Touring the Tanz Centre for Research in Neurological Diseases

Touring the Tanz Centre for Research in Neurological Diseases

It’s a rare treat for the public to get a peak into the world of neurodegenerative disease research. That’s why I was thrilled when the Alzheimer Society of Ontario invited me to its annual key donors’ tour of the Tanz Centre for Research in Neurological Diseases at the University of Toronto.

The Tanz Centre is at the forefront of global brain disease research so the tour was a great learning experience for me. We were invited into the labs and each professor gave a talk about their specific areas of research. It was so interesting to hear about the diagnostics processes, clinical trials that are progressing from mice to humans and the long, complicated process of testing new therapies. I began to understand how much work it took to get even a small research breakthrough.

But research needs money and being on this tour solidified my decision last year of making the Alzheimer Society of Ontario the sole beneficiary of my estate. My mother died of Alzheimer’s disease and the Society was so good and helpful that it made a difference in my life. The experience at the Tanz Centre was emotional for me. I could feel my mother’s spirit the whole time and heard her saying: “Way to go kiddo. You did the right thing and I’m proud of you.”

No matter what their area of research expertise, the researchers there were all passionate about finding a cure. I could see it in their eyes. It made me hungrier to help especially after finding out the youngest person recently diagnosed with Alzheimer’s Disease was only 16 years old. I learned about some of the breakthroughs and hopes for the future as well as the hurdles of working with the complexity of the brain.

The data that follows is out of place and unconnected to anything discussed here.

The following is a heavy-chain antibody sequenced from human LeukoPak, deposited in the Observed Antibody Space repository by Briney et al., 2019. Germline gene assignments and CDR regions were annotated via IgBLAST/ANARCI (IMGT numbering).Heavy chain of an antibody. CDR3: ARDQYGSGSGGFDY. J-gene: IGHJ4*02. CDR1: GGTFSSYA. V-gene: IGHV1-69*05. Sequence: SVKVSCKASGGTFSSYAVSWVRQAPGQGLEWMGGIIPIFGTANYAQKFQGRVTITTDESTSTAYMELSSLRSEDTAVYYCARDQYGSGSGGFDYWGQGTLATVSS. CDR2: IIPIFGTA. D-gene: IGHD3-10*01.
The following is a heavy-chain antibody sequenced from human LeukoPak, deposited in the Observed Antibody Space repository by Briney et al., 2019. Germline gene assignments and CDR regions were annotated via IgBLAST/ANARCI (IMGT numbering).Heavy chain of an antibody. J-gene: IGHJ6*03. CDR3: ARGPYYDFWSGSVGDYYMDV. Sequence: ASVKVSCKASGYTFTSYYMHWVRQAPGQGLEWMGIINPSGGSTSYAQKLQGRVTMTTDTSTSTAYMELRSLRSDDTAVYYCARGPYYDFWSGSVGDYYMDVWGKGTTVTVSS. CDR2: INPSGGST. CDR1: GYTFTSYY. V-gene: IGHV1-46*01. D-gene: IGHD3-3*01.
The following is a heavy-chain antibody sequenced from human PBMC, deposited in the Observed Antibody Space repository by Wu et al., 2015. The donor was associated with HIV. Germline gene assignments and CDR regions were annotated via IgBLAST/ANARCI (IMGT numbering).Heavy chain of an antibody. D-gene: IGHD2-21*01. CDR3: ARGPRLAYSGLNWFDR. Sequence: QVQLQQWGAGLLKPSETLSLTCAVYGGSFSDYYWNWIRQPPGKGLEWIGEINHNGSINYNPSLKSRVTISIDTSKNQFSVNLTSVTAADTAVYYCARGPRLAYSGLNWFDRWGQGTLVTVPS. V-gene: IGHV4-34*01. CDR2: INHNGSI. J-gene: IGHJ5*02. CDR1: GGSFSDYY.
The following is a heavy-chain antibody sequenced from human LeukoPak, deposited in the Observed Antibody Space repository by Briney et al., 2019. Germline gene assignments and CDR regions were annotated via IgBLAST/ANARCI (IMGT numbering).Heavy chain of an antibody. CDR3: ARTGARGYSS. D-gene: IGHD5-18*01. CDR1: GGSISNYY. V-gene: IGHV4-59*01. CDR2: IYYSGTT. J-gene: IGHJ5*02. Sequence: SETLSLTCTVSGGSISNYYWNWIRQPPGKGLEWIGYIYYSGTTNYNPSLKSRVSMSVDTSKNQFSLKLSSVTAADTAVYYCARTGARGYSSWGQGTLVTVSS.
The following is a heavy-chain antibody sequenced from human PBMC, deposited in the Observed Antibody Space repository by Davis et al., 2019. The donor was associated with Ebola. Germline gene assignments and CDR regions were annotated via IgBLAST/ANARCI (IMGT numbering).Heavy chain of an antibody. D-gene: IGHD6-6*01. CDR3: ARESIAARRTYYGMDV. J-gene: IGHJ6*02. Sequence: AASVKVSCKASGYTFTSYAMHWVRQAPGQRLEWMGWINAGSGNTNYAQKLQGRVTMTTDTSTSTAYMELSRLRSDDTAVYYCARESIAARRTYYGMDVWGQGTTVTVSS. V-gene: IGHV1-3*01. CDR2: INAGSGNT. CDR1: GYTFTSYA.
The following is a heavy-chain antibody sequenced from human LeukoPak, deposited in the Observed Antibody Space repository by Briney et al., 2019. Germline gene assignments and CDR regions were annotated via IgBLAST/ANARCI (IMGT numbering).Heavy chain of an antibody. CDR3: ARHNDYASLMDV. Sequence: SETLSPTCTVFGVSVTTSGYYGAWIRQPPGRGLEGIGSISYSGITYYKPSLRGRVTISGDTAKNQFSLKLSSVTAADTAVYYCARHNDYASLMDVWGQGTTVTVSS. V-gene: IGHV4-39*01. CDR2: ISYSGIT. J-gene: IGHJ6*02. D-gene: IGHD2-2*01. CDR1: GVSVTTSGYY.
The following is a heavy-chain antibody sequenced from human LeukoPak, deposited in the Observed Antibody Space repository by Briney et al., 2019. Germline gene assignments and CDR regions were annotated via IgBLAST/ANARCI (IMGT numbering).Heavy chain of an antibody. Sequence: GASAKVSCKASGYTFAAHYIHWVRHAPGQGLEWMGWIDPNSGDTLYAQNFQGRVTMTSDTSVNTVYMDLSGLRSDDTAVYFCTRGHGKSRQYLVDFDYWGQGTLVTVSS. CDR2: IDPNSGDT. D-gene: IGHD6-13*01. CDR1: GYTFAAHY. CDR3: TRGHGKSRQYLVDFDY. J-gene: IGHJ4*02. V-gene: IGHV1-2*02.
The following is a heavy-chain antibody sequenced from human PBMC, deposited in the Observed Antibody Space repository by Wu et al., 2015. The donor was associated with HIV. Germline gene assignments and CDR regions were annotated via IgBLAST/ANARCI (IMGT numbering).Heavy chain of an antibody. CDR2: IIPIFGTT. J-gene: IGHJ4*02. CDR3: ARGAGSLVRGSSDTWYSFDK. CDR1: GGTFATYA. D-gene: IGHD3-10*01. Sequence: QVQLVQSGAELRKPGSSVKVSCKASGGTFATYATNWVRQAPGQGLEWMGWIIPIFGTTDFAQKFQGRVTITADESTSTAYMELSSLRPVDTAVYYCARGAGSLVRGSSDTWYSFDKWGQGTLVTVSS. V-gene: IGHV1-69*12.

One of the researchers, Professor Lili-Naz Hazrati, allowed me to actually hold a brain in my hands. She explained how needed and precious brain donations really are for researchers, and I found another way to help. It was a strange feeling to know the brain I was holding was once a person but also wonderful to learn there was a way to keep on giving.

The tour was a great experience and I am now even more confident that research, with the help of ongoing donations from the Society and individuals will lead to a day when fewer people suffer from Alzheimer’s and other neurodegenerative diseases.





Posted by Karen Del Degan

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